Palo Alto Weekly 26th Annual Short Story Contest
First Place Children

About Nicole Knauer

Fiona HonChildren's category winner Nicolet Knauer was inspired to write her short story by the death of a horse that was very special to her.

"Nico" follows the events in the life of a horse by the same name -- from his birth to his eventual captivity, said Knauer, who has a passion for horses and horseback riding.

"I wanted a main idea to be about freedom," she said. "I wanted to show that there was a horse, the main character, who was born free and later throughout the story he kept trying to save that freedom. In the end he does have freedom, but in a different kind of way."

Knauer, a 12-year-old at Terman Middle School, said she started writing when she was very young with the encouragement of her mother.
"She'd give me these little books full of binder paper and I'd write these silly little stories on anything I could think of," she said. "I also had some really kind teachers who taught me to love language arts."

Knauer said she usually doesn't require any specific catalyst to become inspired to write. Instead she just sits down at the computer and thinks of ideas, as she did with "Nico."

"We had a long weekend and I just sat down and started writing. ... When I heard about this contest later I edited it down. It was very exciting to do this process and express my feelings."

--Eric Van Susteren

By Nicole Knauer

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She circled the cave, the whites of her eyes flashing. Rain pounded outside in the dark, and the horse knelt down on her knees. Resting her huge head on the sandy floor, she heaved and pushed until the small foot of a coal-black foal appeared. It was followed by a sloping head and straggly ears. After what seemed like forever, his long body and soft, broomstick tail emerged from his mother, and he lay next to her dazed, batting his long eyelashes and sucking in long, even breaths.

His mother's broad tongue wiped his body clean and ruffled his fluffy fur. With nudges of encouragement, she willed him to rise. He tried to control his long legs but each time ended up on the sand. After several attempts, he shakily stood up and was soon walking to his mother. He found her warm milk and drank it until his tummy was full. Tucking his knees under him, the foal slept.

When the sun lit up the sky the next morning, the foal trailed his mother out of the warm cave. Suddenly, he was engulfed by many horses, their large nostrils sniffing his body and welcoming him into their herd. Many mares, old ones with graying coats and swayed backs, young ones with fire in their eyes and gleaming tails, greeted him. One horse was big and muscular, splotched white and brown, with massive hooves. Approaching the shivering foal, he and stared down at the youngster. Its big brown eyes looked into small black ones as he silently judged the foal. Slowly, the stallion looked away and paced to the front of the herd. The foal felt welcomed.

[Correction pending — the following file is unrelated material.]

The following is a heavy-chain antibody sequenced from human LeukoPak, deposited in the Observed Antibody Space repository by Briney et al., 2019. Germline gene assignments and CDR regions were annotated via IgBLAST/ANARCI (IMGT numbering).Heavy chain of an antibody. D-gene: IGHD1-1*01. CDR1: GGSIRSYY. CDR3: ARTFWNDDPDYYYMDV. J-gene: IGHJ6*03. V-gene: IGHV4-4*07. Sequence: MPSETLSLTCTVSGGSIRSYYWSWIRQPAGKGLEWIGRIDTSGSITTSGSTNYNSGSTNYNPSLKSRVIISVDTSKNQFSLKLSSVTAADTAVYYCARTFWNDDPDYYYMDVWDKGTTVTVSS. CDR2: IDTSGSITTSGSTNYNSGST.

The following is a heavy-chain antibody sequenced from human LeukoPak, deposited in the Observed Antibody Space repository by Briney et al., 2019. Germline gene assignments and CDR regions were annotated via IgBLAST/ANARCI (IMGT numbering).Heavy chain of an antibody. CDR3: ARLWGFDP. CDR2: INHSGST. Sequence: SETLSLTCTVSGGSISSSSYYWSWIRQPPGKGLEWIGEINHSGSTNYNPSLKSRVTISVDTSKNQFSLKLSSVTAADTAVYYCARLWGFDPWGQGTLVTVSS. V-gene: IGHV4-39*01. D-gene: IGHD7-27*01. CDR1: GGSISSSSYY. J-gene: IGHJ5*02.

As days passed, the foal grew on the ranges and was strengthened by making his way over the rough terrain. He began to drink less milk and eat more grass. His mane grew full and wavy; his tail, long and trailing. He filled out until he was larger than his mother. No longer did the stallion seem so massive; the black horse was its equal -- equal size, strength, and capability.

As the black horse grew in power, he became a threat to the stallion. His mother knew, as did the rest of the herd, that it would soon be time for the black horse to leave the herd and form his own band. That doomed day came.

One morning, the colt was drinking from an icy stream when a strong blow thunked against his ribs. Swirling around, he saw the brown and white stallion in a frenzy. Twirling on his haunches, the stallion bit and kicked, landing bruises on the black horse. Lunging and drawing back, prancing around his opponent, the black horse nipped at the stallion's hide and flicked his hooves against him. They became a black, brown, and white fury. Teeth sank into flesh; blood spattered the ground. Though strong, the black horse was no match for his enemy. After many bruises, the black horse gave up. To avoid being killed, he surrendered, galloping into the waning sunlight. Silhouetted against the dying sun, he felt his heart clench as he watched the stallion drive his band down the canyon and out of sight, his mother with the rest of the herd.

When his wounds had healed and new skin grown over the old, the black horse searched for his own group of mares. Wandering the land, the horse saw his chance. A young stallion, even more inexperienced than he, was leading a small group of horses. Galloping at him, the black horse smashed into the grey stallion, and the fight was soon over. His opponent vanquished, the black horse marched away his new herd.
As the black horse triumphed in many battles, his herd grew. Spotted appaloosas, shining palominos, ghostly white, and creamy brown horses filled his group, and all was well.